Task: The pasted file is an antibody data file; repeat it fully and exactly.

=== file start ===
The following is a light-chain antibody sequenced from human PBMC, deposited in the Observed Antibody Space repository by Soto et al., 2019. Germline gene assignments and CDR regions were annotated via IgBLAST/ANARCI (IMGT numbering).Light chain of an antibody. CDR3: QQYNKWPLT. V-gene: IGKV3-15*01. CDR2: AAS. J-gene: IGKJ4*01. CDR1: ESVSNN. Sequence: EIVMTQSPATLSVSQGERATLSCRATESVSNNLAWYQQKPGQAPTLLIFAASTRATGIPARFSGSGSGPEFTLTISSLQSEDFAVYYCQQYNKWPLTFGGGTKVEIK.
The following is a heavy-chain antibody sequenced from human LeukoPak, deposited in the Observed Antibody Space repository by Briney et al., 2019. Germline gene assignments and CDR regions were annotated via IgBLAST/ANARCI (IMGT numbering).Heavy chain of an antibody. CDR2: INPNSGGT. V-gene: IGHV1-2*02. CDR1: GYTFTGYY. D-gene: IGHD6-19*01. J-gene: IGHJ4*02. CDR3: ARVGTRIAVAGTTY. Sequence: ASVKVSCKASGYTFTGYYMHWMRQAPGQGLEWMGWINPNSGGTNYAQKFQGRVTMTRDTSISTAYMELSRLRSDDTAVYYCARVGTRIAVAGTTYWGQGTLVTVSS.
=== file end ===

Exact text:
The following is a light-chain antibody sequenced from human PBMC, deposited in the Observed Antibody Space repository by Soto et al., 2019. Germline gene assignments and CDR regions were annotated via IgBLAST/ANARCI (IMGT numbering).Light chain of an antibody. CDR3: QQYNKWPLT. V-gene: IGKV3-15*01. CDR2: AAS. J-gene: IGKJ4*01. CDR1: ESVSNN. Sequence: EIVMTQSPATLSVSQGERATLSCRATESVSNNLAWYQQKPGQAPTLLIFAASTRATGIPARFSGSGSGPEFTLTISSLQSEDFAVYYCQQYNKWPLTFGGGTKVEIK.
The following is a heavy-chain antibody sequenced from human LeukoPak, deposited in the Observed Antibody Space repository by Briney et al., 2019. Germline gene assignments and CDR regions were annotated via IgBLAST/ANARCI (IMGT numbering).Heavy chain of an antibody. CDR2: INPNSGGT. V-gene: IGHV1-2*02. CDR1: GYTFTGYY. D-gene: IGHD6-19*01. J-gene: IGHJ4*02. CDR3: ARVGTRIAVAGTTY. Sequence: ASVKVSCKASGYTFTGYYMHWMRQAPGQGLEWMGWINPNSGGTNYAQKFQGRVTMTRDTSISTAYMELSRLRSDDTAVYYCARVGTRIAVAGTTYWGQGTLVTVSS.